The polymorphic variants of the IL-31 gene have been analysed in some cutaneous disorders [2529]. Lan et al. [26] showed an association between specific alleles of IL-31 and atopic dermatitis. Sokołowska-Wojdyło et al. [27] reported that the AA genotype and allele A for the IL-31 -1066 as well as GA genotype for the IL-31 -2057 are associated with an increased risk of atopic dermatitis development. In addition, a significant correlation between genotype GA and GG of IL-31 -2057G/A polymorphism and moderate pruritus was also confirmed. Interestingly, another study demonstrated the association between the severity of atopic dermatitis, intensity of pruritus or serum IL-31 levels in a Polish population and some specific haplotypes of the IL-31 gene [28]. The two distinct IL-31 gene polymorphisms (-1066 and -2057) were also assessed in mastocytosis. In adult patients AA genotype for the IL-31 -2057 was associated with a higher risk of occurrence of mastocytosis [29]. However, there were no statistically significant differences in serum IL-31 levels as well as pruritus intensity in respect of the -1066G/A and -2057G/A gene polymorphisms in adult patients with mastocytosis and healthy subjects [29]. A recent genome-wide association study identified IL-31 (locus 12q24.31) as one of the remarkable candidate genes located within newly indicated psoriasis susceptibility loci, what can serve as a worthwhile direction of future studies into psoriasis pathogenesis [30]. Our research is the first one concerning the significance of IL-31 -1066G/A and -2057G/A promoter gene polymorphisms in psoriasis patients. The results showed that the presence of the -1066 AA genotype of the IL-31 gene was statistically more frequent in patients and it increased the risk of psoriasis. The -1066G/A and -2057G/A polymorphisms are localized in the promoter region of the IL-31 gene, and therefore they may affect gene expression and upregulate the cytokine level. Presumably, because many genetic (epistasis) and epigenetic factors may influence the final protein level, our study did not reveal a significant correlation between presence of analysed polymorphisms and IL-31 level in serum. Moreover, we present a pilot study, so the sample size might constitute the limitation of our findings. The paper of Schulz et al. [25] revealed that the degree of IL-31 mRNA expression was significantly higher (3.8-fold) in activated peripheral blood mononuclear cells from healthy carriers of three genotypes: IL-31-2057GG,-1066AA and IVS2+12AA as compared with non-carriers. In our study, we compared the serum IL-31 level between patients carrying both IL-31-2057GG and -1066AA genotype with non-carriers, however, we have not found statistical differences between compared groups. The IL31-1066 is located within a consensus site for GATA binding protein 3 (GATA-3) and is predicted to obliterate the binding site of this transcription factor [25]. As indicated, GATA-3 is involved in the differentiation of Th2 cells as well as keratinocytes and is significantly downregulated within psoriatic skin [31]. Therefore, triggers affecting altered GATA3 expression and function may play an important role in the pathogenesis of psoriasis.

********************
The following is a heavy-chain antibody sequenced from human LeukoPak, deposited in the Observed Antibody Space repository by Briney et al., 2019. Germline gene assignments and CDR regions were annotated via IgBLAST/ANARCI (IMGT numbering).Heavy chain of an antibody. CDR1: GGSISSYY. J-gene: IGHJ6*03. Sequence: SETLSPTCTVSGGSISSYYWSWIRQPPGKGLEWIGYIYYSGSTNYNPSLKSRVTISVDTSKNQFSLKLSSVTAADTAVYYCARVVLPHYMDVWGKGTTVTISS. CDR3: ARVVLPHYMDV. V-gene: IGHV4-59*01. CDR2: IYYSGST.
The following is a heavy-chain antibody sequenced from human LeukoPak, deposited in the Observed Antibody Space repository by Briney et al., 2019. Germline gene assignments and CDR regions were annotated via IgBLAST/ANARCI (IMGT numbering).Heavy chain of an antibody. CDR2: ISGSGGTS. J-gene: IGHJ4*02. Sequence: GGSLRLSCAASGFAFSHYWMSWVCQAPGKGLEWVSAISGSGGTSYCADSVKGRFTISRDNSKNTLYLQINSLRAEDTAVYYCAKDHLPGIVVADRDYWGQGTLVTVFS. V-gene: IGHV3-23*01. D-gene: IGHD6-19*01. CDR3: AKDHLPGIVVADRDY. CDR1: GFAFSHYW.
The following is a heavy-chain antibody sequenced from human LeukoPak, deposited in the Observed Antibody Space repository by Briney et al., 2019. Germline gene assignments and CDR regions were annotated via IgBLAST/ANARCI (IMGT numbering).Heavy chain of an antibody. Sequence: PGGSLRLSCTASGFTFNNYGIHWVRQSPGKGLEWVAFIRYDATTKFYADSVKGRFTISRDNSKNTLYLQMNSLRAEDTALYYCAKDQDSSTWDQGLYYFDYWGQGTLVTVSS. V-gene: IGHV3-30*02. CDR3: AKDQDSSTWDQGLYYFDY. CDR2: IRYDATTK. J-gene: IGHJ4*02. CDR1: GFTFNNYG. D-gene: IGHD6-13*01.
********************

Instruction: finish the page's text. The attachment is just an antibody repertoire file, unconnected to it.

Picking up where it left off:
Studies assessing the correlation between many genetic markers and psoriasis have provided different results for various populations [32]. Moreover, the heterogeneity may be observed even between different cohorts of European origin. This may be a consequence of population-specific effects, different genetic backgrounds or varying environmental exposures. Therefore, Riveira-Munoz et al. [32] highlighted the value of examining genetic risk factors for psoriasis in multiple populations. We present the first association study of the IL-31 gene in psoriatic patients from Poland. To our knowledge, this is also the first report demonstrating the association of the IL-31 gene with psoriasis in patients from Eastern Europe.


Our research is the first one that assessed the significance of IL-31 -1066G/A and -2057G/A promoter gene polymorphisms in psoriasis pathogenesis. In the light of the contradictory literature data on IL-31 serum levels in psoriasis, our findings confirmed a meaningful increase of IL-31 in serum among patients. Based on our data as well previous studies it seems that the serum concentration of IL-31 may not be a reliable marker of psoriatic pruritus. However, further investigations on the interaction of IL-31 and the skin barrier in susceptibility to psoriasis are strongly required.


The research was supported by funds from the Polish Ministry of Science and Higher Education (02-0066/07/253).

Conflict of interest

The authors declare no conflict of interest.